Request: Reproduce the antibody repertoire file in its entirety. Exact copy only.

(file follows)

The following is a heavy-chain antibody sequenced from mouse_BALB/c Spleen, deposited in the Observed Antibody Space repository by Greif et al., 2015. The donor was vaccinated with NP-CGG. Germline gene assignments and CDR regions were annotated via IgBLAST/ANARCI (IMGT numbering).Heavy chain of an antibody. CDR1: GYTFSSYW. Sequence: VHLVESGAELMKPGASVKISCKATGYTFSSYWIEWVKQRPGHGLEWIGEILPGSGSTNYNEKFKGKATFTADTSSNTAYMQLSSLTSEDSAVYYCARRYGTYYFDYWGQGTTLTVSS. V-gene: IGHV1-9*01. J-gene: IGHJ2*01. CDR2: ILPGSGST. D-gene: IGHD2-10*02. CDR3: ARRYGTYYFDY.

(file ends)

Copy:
The following is a heavy-chain antibody sequenced from mouse_BALB/c Spleen, deposited in the Observed Antibody Space repository by Greif et al., 2015. The donor was vaccinated with NP-CGG. Germline gene assignments and CDR regions were annotated via IgBLAST/ANARCI (IMGT numbering).Heavy chain of an antibody. CDR1: GYTFSSYW. Sequence: VHLVESGAELMKPGASVKISCKATGYTFSSYWIEWVKQRPGHGLEWIGEILPGSGSTNYNEKFKGKATFTADTSSNTAYMQLSSLTSEDSAVYYCARRYGTYYFDYWGQGTTLTVSS. V-gene: IGHV1-9*01. J-gene: IGHJ2*01. CDR2: ILPGSGST. D-gene: IGHD2-10*02. CDR3: ARRYGTYYFDY.